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Walke v. Cullen

May 14, 2009


The opinion of the court was delivered by: McLaughlin, J.


This is a civil rights suit brought, pro se, by Lavelle Walke*fn1 against two police officers, challenging actions taken during Mr. Walke's arrest and prosecution. The case was stayed pending the resolution of the criminal proceedings against Mr. Walke. Those proceedings have now concluded. Mr. Walke was convicted of felony possession of cocaine and firearms and Mr. Walke's direct appeal has ended with the Pennsylvania Supreme Court's denial of allocatur. The defendants, Officers James Cullen and Robert Freil, have moved to dismiss on the ground that Mr. Walke's now-final conviction bars his claims under Heck v. Humphrey, 512 U.S. 477 (1994).

Mr. Walke has not filed a response to the defendants' motion. The motion was filed on February 6, 2009, but Mr. Walke did not receive a copy of it until April 3, 2009.*fn2 The Court ordered Mr. Walke to file his response by May 1, 2009. On April 20, 2009, Mr. Walke wrote the Court, stating that he could not respond to the motion to dismiss without "a copy of the original § 1983 motion," which he no longer has, but which he has requested "from the Clerk's office." Mr. Walke states the reason he no longer has a copy is that he "went to Butner F.C.I. Medical Center for evaluation, and F.D.C. Philadelphia, before I went to trial, and my properties were lost."

By "the original § 1983 motion," the Court understands Mr. Walke to be referring to his complaint in this matter. The Court understands Mr. Walke to be saying that his copy of the complaint was lost when he was transferred, sometime before he went to trial. Mr. Walke was convicted in September 2008 and presumably lost his copy of his complaint sometime before then. Mr. Walke does not explain why he did not request a replacement copy of his complaint earlier nor does he explain why, despite several communications with the Court and repeated extensions of the deadline to respond to the motion to dismiss, he failed to mention the loss of his complaint until now.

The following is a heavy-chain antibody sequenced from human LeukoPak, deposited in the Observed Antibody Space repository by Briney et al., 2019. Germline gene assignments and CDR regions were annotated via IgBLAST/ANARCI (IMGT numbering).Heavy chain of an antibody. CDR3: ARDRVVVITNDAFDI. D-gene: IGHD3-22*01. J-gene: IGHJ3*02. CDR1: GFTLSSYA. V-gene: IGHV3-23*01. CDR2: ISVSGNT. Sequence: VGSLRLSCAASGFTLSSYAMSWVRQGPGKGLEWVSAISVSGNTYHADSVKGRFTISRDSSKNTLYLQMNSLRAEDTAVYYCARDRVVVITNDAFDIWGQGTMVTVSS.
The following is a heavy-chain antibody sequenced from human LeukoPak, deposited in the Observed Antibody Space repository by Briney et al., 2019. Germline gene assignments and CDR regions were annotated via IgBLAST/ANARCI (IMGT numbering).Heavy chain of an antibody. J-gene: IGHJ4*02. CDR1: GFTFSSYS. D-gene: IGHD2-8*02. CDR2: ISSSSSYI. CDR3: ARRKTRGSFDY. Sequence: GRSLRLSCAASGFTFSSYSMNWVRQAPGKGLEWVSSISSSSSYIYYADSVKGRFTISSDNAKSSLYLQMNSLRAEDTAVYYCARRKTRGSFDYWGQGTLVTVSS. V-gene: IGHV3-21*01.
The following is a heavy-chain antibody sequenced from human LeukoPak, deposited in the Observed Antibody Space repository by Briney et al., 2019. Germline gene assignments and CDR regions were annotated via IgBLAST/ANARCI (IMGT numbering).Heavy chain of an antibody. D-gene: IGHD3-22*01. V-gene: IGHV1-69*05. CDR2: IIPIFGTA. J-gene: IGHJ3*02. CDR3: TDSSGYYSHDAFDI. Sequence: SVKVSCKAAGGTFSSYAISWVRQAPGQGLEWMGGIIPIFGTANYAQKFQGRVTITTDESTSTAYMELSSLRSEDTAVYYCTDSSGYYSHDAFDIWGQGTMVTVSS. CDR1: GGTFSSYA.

The Court finds that Mr. Walke has not provided adequate grounds for another extension of his deadline to respond to the defendants' motion to dismiss. The Court will therefore proceed to decide the motion. Because Mr. Walke is proceeding pro se, Mr. Walke's failure to file a timely response will not result in the motion to dismiss being granted as uncontested. Instead, the Court will examine the defendants' motion on the merits and grant it only to the extent that the defendants have established that Mr. Walke cannot state a claim. See Stackhouse v. Mazurkiewicz, 951 F.2d 29 (3d Cir. 1991).

The Court will grant the defendants' motion to dismiss in part and deny it in part. The Court will dismiss Mr. Walke's claims for damages resulting from his post-conviction incarceration and confinement, finding those claims barred by Heck v. Humphrey. The Court will dismiss sua sponte Mr. Walke's claims concerning the actions of his criminal counsel and the allegedly improper search of his real estate, voter, and motor vehicle records. The Court will deny the motion to dismiss as to Mr. Walke's other claims because the Court lacks sufficient information to conduct the "fact-based" analysis of them required under Heck. This denial is without prejudice to the defendants' ability to argue that these claims are barred by Heck at a later stage of the proceedings on a fuller record.